The Family and Medical Leave Act of 1993 (FMLA) is a federal law that protects the employment rights of workers in the event they have to take time off to deal with a serious health condition, including many illnesses and pregnancy. Under the FMLA, workers generally have the right to take up to twelve weeks of unpaid leave per year to deal with serious health matters. This right is granted to employees if the medical problem in question affects the employee or if a qualified family member of the employee is affected.
In practice, FMLA isn't quite as straightforward as described here. There are various factors that can modify, or suspend altogether, an employee's FMLA rights. It's only reasonable to ask, then, whether H-1B visa holders are entitled to the same rights as other workers with respect to FMLA. The short answer is yes.
What Is an H-1B Visa?
An H-1B visa is a type of work permit intended to allow educated foreign nationals with certain specialized skills to work in the United States for a three-year period (which can be extended to six years, and occasionally longer). It was established and defined by the Immigration and Nationality Act of 1965.
For the most part, an H-1B applicant is expected to have a bachelor's degree or an equivalent. An individual holding this kind of visa does not have the right to general employment in the U.S. An H1-B visa is tied to a specific employer, and the termination of the visa holder's relationship with the named employer requires the visa holder to leave the United States or find another employer.
The H-1B is classified as a “dual intent” visa. This essentially means that, while the visa is primarily intended to provide foreign nationals with temporary employment in the U.S., the holder is allowed to pursue permanent residency opportunities (e.g., get a green card) without violating the terms of the permit. Most U.S. visas do not offer this flexibility.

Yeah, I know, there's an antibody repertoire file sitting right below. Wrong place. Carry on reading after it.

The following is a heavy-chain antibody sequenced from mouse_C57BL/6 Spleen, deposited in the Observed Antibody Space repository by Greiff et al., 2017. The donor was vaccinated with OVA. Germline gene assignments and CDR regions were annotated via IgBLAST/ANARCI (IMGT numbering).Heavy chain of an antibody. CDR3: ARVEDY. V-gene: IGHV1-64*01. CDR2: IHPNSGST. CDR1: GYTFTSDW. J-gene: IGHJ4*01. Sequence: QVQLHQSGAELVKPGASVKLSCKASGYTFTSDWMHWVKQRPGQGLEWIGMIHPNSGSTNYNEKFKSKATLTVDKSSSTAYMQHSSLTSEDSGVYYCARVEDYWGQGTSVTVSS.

The H-1B visa should not be confused with the very similar H-1B1 visa, which is designed exclusively for foreign nationals from Chile and Singapore and is not classified as a dual intent visa as is the H1-B.
The H-1B Visa and FMLA
H-1B visa holders are entitled to the same FMLA rights as all other U.S. workers. This means that H1-B employees must be granted the same rights and considerations as all other employees at an organization.
For example, if the employer customarily pays employees who take medical leave, then they must pay the H-1B worker as well. This also means that if the employer is exempt from FMLA coverage, then employees, including the H1-B visa holder, may not be covered by FMLA.
Because the purpose of the H-1B visa is to enable foreign nationals to utilize their expertise for the benefit of the U.S., the government frowns on the practice of placing a visa holder on unpaid leave without good reason. It is extremely important for companies to ensure that their FMLA process complies fully with all legal requirements and that all steps in the process are properly documented.
A company that pressures an H1-B worker into taking FMLA time as a ruse to avoid paying the worker may incur substantial penalties. Similarly, a company that wrongly denies an H1-B worker's FMLA request may find itself in serious legal trouble. If you are an H1-B visa holder and have been forced into or denied FMLA leave, then you should contact the legal team at Barrett & Farahany, LLP, LLC, for a free consultation.